Humane Society now an official club on campus

Anisa Jibrell – News Writer

Starting this fall the Humane Society, a club dedicated to animal rights and welfare, is now considered an official club on campus.

The club is directly associated with the Humane Society of America, the nation’s largest animal protection organization that provides service to more than 100,000 animals each year, according to

That means we get their literature for our tabling events and we get them as a resource and they are so helpful and they’re wonderful,” said Mary Rudzis, sophomore and president of the Humane Society.

According to its website, the organization complements the work of local groups by focusing on national-level issues like ending the puppy mill industry, strengthening cruelty laws and eliminating large-scale animal abuses. 

Typically adopting from a kill shelter can range up to $300, but the base fee for an animal that is fixed, has all of their medical work done vaccinations, and that has micro chip (to keep track of them in case they get lost) is $150 if you adopt from a local, no-kill Humane Society shelter, said Rudzis.

“It’s incredibly affordable especially in regards to people who want to make an effort or save some lives and give animals their forever homes, but also don’t want to break their budget,” said Rudzis.

The Humane Society of the United States has a “no kill” policy meaning its local shelters may not kill healthy or treatable animals even when the shelter is full to capacity, and reserves euthanasia for terminally ill animals or those deemed dangerous to public safety.

“They go through so many precautions and even boils down to—if you decide as the owner that you either can not care for the pet anymore, or situations come up in which you just can’t have an animal, you have to bring it back to the humane society,” said Rudzis. “That way it can’t get stuck in the shelter system again. It always has a home to go back.”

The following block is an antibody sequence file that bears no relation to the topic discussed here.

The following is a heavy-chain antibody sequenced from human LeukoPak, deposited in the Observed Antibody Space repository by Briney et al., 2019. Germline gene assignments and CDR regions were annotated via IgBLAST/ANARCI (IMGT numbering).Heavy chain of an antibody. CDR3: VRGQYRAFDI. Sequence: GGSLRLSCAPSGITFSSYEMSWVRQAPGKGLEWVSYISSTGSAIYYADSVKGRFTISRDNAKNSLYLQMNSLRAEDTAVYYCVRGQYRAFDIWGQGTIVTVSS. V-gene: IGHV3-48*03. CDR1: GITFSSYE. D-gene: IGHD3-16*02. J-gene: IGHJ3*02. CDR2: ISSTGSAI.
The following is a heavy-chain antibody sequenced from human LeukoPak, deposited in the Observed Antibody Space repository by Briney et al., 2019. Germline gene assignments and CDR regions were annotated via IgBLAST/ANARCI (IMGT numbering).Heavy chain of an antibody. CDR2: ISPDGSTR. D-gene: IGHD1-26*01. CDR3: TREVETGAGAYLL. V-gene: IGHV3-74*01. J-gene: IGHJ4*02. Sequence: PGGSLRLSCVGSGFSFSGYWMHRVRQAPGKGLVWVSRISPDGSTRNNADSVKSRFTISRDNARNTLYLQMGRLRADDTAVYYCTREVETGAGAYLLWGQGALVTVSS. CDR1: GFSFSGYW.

Rudzis said the club plans to have monthly tabling events to get their name on the map. Rudzis said the one in November will focus on poultry welfare and there will be a battery cage on display to spark conversation and discuss nonexistent poultry laws.

Right on time for Thanksgiving.

“Every month we’ll have a theme so to speak, and sort of use that as leverage to make the reality of what we’re doing easy to connect with,” said Rudzis. “If we say here are all these pamphlets of information a lot of people naturally, would just be overwhelmed—so by focusing on a topic a month, it’s a lot more effective in a sense that it’s easier to grasp especially if there’s a physical visual of a battery cage.”

A battery cage is a small wire cage where laying hens spend their entire lives and are given about 67-76 square inches of space, according to A sheet of paper measures about 94 square inches.

Last semester, during the earlier stages of the club’s development, the club held a tabling featuring a human-size gestational crate—a metal enclosure used in intensive pig farming, in which a female breeding pig may be kept during pregnancy and for most of her adult life.

A lot of people are visual in general in their normal academics and it kind of hits home for a lot of people.”

“We focus on animal rights and animal welfare of all kinds and so we get a mishmash of different people who have shelter animals, and we have the dog lovers, the cat lovers and when you get them together we bounce so many different ideas off of each other,” said Rudzis. “All of us have different information tailored to what our love for animals means to us.”

Photo Credit: Mary Rudzis, sophomore journalism major


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